The Instigator
JustCallMeTarzan
Pro (for)
Winning
27 Points
The Contender
Yraelz
Con (against)
Losing
0 Points

Children exhibit moral behavior, but are not morally praisworthy for it.

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Voting Style: Open Point System: 7 Point
Started: 11/17/2008 Category: Society
Updated: 8 years ago Status: Voting Period
Viewed: 2,098 times Debate No: 5996
Debate Rounds (3)
Comments (23)
Votes (5)

 

JustCallMeTarzan

Pro

The position on offer is that children, while they exhibit moral behavior, are not morally praisworthy (or blameworthy) for said behavior. I affirm.

*********************

It is instrumental to first understand what children ARE doing as opposed to what one might SAY they are doing. In order to make a moral judgment about something from a first-person (or 3rd-person) perspective, one must recognize that society conforms to a certain set of rules. These rules are not subject to cross-cultural relativism because the same rules are recognized cross-culturally to have a significant practical clout. The difference between the non-relative and relative rules is the distinction of a harm norm as opposed to some other societal norm or convention. For example when you slurp your soup (in the United States) this violates an etiquette norm. In some cultures, this is normal behavior. However, in all cultures, when you murder someone, this is a violation of a harm norm. There is very little, if any, relativism in harm norms, all of which can be explained away as socialization on the adult individual in that culture. When one recognizes that a rule or behavior transcends convention or societal norms, this is called making the Moral/Conventional distinction.

Once one has made the distinction, one has recognized that there are certain rules that have more clout than others. As adults, and IN adults we consider this to be a moral distinction. However, when the same behaviors are exhibited in animals (for example, a chimp responding to a distress cue of another chimp by bringing it a banana), we consider these behaviors to be the result of their genetic predispositions. When children exhibit the same behavior, some are willing to attribute it to the child making a moral distinction.

I am not.

**************************

I propose two scenarios for consideration:

(i) A child hears the crying of another child and offers the distressed child a blanket or other comfort item
(ii) A child recognizes that pulling another child's hair is bad, regardless of whether or not the teacher (parents, even god) states otherwise.

**************************

In both scenarios, I concede that the child is exhibiting moral behavior, much in the same way one could exhibit altruistic BEHAVIOR without altruistic or moral intentions. However, in the first scenario, while exhibiting moral behavior, the child is simply responding the way an evolutionary mechanism has "programmed" them to do - respond to others in distress because that trait is confers reproductive advantages on members of the community.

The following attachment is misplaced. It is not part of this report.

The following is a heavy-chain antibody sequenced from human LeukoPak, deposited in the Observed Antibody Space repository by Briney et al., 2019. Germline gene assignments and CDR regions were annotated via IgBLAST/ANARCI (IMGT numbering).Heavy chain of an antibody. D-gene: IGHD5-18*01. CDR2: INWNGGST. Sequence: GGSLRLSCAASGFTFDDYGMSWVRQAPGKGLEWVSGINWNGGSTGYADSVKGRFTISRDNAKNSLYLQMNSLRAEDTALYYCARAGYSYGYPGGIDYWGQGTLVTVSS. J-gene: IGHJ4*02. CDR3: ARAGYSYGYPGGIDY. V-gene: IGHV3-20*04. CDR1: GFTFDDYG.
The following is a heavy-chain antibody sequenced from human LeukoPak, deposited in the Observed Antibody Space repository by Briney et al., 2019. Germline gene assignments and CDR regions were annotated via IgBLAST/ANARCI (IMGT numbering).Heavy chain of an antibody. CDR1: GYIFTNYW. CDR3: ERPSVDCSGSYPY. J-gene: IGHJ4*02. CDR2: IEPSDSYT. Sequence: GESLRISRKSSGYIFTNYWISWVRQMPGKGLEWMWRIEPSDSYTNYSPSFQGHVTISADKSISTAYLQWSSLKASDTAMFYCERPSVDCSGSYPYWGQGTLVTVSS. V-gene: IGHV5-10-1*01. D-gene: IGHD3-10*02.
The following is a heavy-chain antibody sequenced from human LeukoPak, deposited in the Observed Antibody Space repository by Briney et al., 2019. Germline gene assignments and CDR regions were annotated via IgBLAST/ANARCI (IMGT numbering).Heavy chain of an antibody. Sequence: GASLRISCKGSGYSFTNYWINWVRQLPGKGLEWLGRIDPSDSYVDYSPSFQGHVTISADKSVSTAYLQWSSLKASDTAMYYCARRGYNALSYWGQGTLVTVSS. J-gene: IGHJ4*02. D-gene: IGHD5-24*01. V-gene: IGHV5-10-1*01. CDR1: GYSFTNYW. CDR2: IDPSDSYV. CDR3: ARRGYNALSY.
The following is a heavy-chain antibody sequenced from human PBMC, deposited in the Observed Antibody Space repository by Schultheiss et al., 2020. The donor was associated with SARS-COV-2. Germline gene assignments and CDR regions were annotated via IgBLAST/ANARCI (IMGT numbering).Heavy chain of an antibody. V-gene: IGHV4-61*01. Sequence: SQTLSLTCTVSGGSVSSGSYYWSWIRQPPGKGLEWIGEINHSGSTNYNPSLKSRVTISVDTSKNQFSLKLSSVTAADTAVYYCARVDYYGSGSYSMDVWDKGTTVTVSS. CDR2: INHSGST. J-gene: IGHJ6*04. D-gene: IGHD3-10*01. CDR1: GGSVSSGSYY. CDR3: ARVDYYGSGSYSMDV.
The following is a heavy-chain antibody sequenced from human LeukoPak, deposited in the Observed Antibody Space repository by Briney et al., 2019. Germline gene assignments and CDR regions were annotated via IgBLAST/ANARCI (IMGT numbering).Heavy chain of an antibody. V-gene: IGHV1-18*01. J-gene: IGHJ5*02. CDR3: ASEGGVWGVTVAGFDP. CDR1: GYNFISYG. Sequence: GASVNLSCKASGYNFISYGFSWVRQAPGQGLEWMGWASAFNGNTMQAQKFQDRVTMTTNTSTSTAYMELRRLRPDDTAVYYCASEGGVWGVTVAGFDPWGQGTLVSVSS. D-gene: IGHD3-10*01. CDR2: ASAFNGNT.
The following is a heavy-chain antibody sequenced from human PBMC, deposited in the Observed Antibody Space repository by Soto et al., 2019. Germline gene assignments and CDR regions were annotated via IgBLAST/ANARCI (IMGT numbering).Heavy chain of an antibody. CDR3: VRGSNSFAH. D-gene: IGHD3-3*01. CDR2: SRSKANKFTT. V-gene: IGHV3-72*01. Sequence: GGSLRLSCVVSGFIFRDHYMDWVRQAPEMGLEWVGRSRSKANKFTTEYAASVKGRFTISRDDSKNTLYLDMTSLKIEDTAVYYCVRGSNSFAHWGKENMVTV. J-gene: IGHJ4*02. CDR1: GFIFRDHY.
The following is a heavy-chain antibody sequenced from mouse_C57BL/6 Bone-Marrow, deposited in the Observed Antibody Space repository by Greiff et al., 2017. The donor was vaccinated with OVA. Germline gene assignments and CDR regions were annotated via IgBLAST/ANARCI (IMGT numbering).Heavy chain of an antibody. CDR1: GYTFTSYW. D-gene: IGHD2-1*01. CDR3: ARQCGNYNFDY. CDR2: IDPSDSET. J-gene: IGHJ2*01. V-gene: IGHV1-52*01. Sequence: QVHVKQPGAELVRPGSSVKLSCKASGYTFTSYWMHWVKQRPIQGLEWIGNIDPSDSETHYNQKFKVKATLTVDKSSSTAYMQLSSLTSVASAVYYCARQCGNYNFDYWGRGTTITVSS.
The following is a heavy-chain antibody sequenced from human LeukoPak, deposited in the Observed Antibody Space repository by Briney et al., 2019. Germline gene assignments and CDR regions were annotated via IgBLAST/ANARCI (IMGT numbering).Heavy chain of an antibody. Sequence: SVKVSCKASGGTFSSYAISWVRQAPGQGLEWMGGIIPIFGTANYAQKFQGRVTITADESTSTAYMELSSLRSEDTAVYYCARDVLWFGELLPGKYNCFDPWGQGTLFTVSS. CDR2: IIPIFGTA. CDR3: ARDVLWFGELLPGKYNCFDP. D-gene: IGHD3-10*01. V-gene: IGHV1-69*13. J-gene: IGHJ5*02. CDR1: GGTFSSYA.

In the second scenario, even though the child realizes that the rule has meaning beyond what an authority figure states, the child is still acting from a sense of "3rd-person-mind-reading" if you will. The child recognizes that the action it is performing would have negative effects were the same action performed on it. Basically, the child doesn't hit others because it knows that increases the chance that people will hit it back. The same behavior can be seen in chimps when they track which chimps groom other chimps and which ones neglect their fellows.

*********************

I'd actually like the leave the topic there for now because it can go a number of different ways, and I don't want to steer the conversation too much with my opening argument.

A condensed version of my argument might follow:

(1) Children are able to recognize that some rules have more clout than others.
(2) Evolutionary forces play a part in this.
(3) Self-preservation instinct and a "Do-Unto-Others" sense do as well.
(4) A necessary component to making moral judgment is motivation.
(5) Children are not aware of the motivation's source or type.
(6) Thus, children cannot make moral judgment, but CAN make the M/C distinction.
(7) Therefore, while exhibiting moral behavior, they are not morally praiseworthy for it.
Yraelz

Con

Thank you for the debate Tarzan, this should be rather interesting indeed. Furthermore thank you all voters and observers, comments are always highly appreciated. But, PLEASE, no arguments in the comment sections by spectators.

Having said this let's do a bit of debate. The main tenants behind the majority of my opponents arguments are very well thought out indeed, however there are a few holes, and those holes will unfortunately be costing the round.

The first hole that needs to be addressed is obviously the age. My opponent decides arbitrarily in the comment section that the age for a child is circa 7. I believe there to be some fundamental problems with this arbitrary magical number of seven. I'm rather uncertain on many levels that many adults ever develop the moral distinction that my opponent speaks of. In fact I'm willing to say that many adults never do and actually in some cases go the opposite direction. It seems apparent that many adults actually base their morality very solely on what appears to be societally acceptable and in many cases my never actually think through the true morality about it.